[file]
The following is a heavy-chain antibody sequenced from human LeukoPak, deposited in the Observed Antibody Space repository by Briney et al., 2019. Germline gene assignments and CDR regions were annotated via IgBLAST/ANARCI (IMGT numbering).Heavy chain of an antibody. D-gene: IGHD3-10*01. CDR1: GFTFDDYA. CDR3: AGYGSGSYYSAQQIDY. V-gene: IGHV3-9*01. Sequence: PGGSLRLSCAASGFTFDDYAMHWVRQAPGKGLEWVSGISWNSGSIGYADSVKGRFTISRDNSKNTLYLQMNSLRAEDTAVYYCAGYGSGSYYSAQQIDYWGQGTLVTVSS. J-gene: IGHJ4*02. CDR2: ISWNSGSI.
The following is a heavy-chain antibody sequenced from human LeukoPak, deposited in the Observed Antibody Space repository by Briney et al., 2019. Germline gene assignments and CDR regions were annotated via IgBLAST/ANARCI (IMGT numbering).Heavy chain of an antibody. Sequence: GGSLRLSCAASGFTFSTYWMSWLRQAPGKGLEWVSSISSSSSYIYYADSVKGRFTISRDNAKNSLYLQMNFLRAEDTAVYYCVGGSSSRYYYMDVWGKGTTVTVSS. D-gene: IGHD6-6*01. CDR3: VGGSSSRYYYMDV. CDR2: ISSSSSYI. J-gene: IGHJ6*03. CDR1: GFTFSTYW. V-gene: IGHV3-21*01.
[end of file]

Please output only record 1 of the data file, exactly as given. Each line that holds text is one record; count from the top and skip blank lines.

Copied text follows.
The following is a heavy-chain antibody sequenced from human LeukoPak, deposited in the Observed Antibody Space repository by Briney et al., 2019. Germline gene assignments and CDR regions were annotated via IgBLAST/ANARCI (IMGT numbering).Heavy chain of an antibody. D-gene: IGHD3-10*01. CDR1: GFTFDDYA. CDR3: AGYGSGSYYSAQQIDY. V-gene: IGHV3-9*01. Sequence: PGGSLRLSCAASGFTFDDYAMHWVRQAPGKGLEWVSGISWNSGSIGYADSVKGRFTISRDNSKNTLYLQMNSLRAEDTAVYYCAGYGSGSYYSAQQIDYWGQGTLVTVSS. J-gene: IGHJ4*02. CDR2: ISWNSGSI.